Yeah, I'd agree. That is something that I certainly didn't realise when I started running practically perfect. Pa is a full time business having worked as an executive assistant in an organisation, it but the one thing that kind of made me slightly more resilient to it was that it was my stress, it was my own stress, I wasn't managing my stress plus somebody else's stress. It was my stress to deal with. So that was always something that made me feel much better about things and able to be able to cope slightly more. I've got one more question before we have to wrap up, which is you've been working as an executive assistant for a long time, and you've had different iterations of that. But I wonder if there's any change that you would like to see across the assistant industry now that we are we have moved so far over the last few years,

I think that I'm coming across a lot of prospects who come to talk to us about potentially working with us who really pigeonhole their idea of what an assistant is, and and I say, Look, we view an assistant as being a business partner, a chief of staff, a project manager on assistant slash scheduler, and a personal assistant. And they always come back to business partner, what do you mean, I have a CFO, I have business partners. And I'm like, but if you are with an assistant for a year and a half, and you see a new marketing campaign come across your desk, do you think to ask your assistant what their opinion is of it? Do you look at your assistant and their wealth of knowledge and say, they may have a better way? I think that and there are a lot of principles, a lot of business leaders, entrepreneurs, CEOs who get that, and who really leverage the relationship properly. And there's a lot of micromanagers out there, a lot of old school thinkers out there who don't get the benefit. And so I think that there's an opportunity for opening up and I know, we didn't get a chance to talk about it. But we did Stephanie and I published a book at the end of May. And it's called a 29 hour workday. And it goes through those five performance multipliers that I talked about. And that is one way we're trying to push principals, business leaders, startup CEOs in general C suite executives to open their mind, and to brainstorm better about how they can leverage great support, because the modern executive assistant wants to provide time back to their principal, they want to do it in a high touch hospitality way. And they want to feel like a peer, a seat at the table. Absolutely.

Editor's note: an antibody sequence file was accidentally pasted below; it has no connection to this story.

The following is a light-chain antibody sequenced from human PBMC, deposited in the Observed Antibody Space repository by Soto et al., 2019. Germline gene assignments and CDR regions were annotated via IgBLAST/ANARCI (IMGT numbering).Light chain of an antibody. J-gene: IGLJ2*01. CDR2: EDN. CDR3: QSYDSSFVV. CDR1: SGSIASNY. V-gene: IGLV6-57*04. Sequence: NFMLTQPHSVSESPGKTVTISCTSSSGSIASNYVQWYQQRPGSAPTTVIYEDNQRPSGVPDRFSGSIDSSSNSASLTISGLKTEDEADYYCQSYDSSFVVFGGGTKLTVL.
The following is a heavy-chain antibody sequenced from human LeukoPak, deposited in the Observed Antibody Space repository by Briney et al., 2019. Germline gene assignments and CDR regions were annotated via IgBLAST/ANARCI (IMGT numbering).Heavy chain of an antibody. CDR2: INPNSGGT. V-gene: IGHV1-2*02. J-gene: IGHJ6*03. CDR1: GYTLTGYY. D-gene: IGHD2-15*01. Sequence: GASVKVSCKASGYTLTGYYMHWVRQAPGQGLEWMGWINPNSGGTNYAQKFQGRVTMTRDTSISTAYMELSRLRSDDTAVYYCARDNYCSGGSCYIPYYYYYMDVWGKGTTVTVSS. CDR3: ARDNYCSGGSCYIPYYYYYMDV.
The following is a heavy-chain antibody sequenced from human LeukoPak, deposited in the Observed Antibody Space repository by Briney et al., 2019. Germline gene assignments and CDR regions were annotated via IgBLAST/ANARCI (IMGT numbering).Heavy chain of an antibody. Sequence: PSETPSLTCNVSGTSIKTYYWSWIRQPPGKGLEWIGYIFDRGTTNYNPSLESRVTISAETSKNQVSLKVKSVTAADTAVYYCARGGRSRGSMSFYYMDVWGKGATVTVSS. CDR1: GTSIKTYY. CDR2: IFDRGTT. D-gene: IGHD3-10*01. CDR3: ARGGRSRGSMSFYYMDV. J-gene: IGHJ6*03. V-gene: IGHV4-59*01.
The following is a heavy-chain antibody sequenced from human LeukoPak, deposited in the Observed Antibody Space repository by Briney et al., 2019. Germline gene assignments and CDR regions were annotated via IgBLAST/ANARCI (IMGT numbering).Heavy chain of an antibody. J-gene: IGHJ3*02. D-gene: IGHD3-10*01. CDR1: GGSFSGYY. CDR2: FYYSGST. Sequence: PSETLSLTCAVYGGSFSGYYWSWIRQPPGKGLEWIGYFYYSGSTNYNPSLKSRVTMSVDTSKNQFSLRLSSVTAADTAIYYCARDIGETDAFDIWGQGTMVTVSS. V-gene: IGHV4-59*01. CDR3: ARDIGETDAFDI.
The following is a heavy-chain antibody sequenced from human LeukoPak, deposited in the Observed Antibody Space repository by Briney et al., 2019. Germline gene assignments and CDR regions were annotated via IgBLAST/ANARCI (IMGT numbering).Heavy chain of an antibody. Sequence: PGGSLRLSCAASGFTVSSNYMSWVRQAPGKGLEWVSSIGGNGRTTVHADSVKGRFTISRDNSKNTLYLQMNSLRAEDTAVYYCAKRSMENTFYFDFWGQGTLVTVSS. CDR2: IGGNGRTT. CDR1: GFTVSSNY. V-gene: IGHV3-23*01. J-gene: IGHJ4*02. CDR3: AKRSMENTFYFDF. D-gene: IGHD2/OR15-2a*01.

Nicky Christmas 53:41
Absolutely. I will make sure that we add the book details to the show notes. Because I know for a lot of assistants, it's up to them to teach our executives how to do that. Because as you said, there are a lot of executives that don't know that's an option. They just have maybe they haven't worked with an assistant before that is that proactive that wants to be strategic, or they've just never even given their assistant the opportunity to be able to do that. But it's quite often it's the assistant that has to teach our executives that that is possible. So any help in that area. But those difficult conversations, anyhow, welcome,

right? No, and I've coached assistants to take our book, read it. And if you're at review time, or even if you're not walk into your boss's office or virtually and say, I honestly believe you're not leveraging me like you could. You're not leveraging the support I can provide that will be better for you. In our current state, I've read this book. I think you might really enjoy it. And I think you might really open your mind in terms of other ways to leverage my support and If after, if you read the book, and after six months, you notice a difference, I would like to talk about getting a raise or use it in the review discussion, to say, you're only giving me a 3% Raise. But I honestly believe you're not utilising there's a lot left on the table here. And you can use our book being just one option to have open that discussion. Give them a tool to open their mind, you may be able to cross that big hurdle and at least show the initiative and show that you care about your career and your work product and see where the chips land. But something like that can be a discussion starter.